I do have to wonder, though, if he was raised by particularly rude wolves.

In a barn.

I typically avoided being the butt of the worst pranks, but on one memorable occasion, I got caught but good. I was about thirteen, and riding the particular bus that would get me to piano lessons, and I didn’t know the slightly younger kids on this bus well enough to be wary of them. They were playing some game and I was mostly ignoring it, nose in a book, as usual, when one cute little bright-eyed child decided to tap me on the shoulder. I indulged them. It was some “fortune” game, they claimed. You take a pencil and draw around a quarter, then take the quarter and, with eyes closed, roll it down your nose and put it back down on the paper, draw another circle around it using a pencil, etcetera, and repeat this until the rube eventually realizes they have pencil marks down their face or you puke up a lung from laughing at them. Because drawing a circle with a pencil around a coin with a serrated edge rubs massive quantities of graphite into those grooves, and rolling the same coin down your face leaves dirt stripes. I arrive at my piano lesson, nose back in a book, and my piano teacher takes me by the elbow and shows me my face in a bathroom mirror. Oh my. They got me good. I would have probably laughed along with them, had I known.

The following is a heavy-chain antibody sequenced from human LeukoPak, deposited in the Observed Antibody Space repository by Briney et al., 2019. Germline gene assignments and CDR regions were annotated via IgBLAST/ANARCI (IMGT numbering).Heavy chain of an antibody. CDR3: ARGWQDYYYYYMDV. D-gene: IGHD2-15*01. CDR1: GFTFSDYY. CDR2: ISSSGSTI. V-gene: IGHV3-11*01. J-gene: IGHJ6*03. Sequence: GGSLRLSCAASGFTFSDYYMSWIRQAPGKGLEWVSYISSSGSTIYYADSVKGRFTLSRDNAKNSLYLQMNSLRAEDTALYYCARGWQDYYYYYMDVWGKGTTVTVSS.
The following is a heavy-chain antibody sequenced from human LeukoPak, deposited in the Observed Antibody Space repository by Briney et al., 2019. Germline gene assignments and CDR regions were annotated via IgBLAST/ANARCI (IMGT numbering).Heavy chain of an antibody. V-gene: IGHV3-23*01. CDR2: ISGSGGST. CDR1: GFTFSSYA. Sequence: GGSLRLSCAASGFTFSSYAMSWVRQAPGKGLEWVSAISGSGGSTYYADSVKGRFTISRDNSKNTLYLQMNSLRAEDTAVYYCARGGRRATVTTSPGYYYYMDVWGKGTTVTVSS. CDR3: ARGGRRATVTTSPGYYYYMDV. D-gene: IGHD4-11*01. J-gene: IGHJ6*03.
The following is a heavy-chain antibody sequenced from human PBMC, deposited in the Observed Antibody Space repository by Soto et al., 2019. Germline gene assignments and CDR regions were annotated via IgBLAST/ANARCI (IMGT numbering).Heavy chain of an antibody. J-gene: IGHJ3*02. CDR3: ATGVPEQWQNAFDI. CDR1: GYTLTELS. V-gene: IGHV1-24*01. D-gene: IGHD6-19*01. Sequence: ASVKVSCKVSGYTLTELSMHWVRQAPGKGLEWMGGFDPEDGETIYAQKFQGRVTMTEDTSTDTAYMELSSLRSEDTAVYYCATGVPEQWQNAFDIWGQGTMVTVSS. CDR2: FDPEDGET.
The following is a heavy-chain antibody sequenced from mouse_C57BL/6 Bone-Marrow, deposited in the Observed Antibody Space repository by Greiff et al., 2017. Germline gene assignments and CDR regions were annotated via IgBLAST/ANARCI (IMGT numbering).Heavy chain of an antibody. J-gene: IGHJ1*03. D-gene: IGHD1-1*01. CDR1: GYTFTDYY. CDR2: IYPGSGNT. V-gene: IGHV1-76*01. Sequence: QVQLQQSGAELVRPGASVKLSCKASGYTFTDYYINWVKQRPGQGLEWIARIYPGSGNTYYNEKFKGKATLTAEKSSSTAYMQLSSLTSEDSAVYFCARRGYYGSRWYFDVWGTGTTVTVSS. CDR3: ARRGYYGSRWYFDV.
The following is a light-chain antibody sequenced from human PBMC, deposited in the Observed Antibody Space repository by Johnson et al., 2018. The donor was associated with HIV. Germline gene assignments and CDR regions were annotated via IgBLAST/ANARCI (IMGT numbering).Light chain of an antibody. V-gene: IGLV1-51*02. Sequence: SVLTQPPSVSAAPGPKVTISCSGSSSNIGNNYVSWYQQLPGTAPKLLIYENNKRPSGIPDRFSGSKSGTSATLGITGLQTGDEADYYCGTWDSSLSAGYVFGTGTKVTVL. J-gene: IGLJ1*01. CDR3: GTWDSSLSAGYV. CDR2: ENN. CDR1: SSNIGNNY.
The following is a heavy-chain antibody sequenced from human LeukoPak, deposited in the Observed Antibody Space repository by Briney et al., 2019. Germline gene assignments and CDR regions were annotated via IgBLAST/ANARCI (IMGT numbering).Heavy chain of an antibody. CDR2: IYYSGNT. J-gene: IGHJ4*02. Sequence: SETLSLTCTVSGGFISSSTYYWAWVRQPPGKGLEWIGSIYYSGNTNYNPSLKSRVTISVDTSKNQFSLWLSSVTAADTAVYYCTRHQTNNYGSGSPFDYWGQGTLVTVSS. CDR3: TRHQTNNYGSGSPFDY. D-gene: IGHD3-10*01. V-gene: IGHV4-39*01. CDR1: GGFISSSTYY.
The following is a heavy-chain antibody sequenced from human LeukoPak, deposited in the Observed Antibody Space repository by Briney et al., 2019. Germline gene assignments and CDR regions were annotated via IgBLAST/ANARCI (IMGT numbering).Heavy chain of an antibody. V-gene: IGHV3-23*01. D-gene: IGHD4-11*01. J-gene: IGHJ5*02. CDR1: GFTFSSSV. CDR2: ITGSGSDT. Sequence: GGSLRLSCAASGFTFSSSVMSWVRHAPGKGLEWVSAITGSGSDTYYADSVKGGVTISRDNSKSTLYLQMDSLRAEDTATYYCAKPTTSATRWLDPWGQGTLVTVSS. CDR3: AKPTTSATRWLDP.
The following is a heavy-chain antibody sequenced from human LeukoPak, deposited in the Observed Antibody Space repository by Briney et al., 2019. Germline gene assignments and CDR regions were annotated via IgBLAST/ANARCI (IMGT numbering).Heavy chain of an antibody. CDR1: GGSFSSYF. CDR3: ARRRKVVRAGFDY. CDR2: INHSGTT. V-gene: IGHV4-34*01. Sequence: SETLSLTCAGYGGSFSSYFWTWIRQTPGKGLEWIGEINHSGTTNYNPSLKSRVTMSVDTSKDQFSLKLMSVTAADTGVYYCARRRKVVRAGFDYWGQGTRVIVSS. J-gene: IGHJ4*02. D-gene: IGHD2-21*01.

Little rat bastards.

I had some arsehole teachers, too. Maths has always been my downfall. One day in class, I resolved a problem ALL BY MYSELF, using a technique different from the one taught in class. I was SO fucking proud. This maths stuff, maybe I can do it after all! The teacher listened to me after class, in his office, sipping vodka from his coffee cup, and he suggested that I demonstrate my fabulous method to his next (higher grade level) class. Oh man. I was terribly shy. Still, after he pressed, I agreed, and he told me to sit out in the hallway and he’d call me in. I sat in the hallway for about a half hour before I realized he was actually making fun of me. Then I slunk off.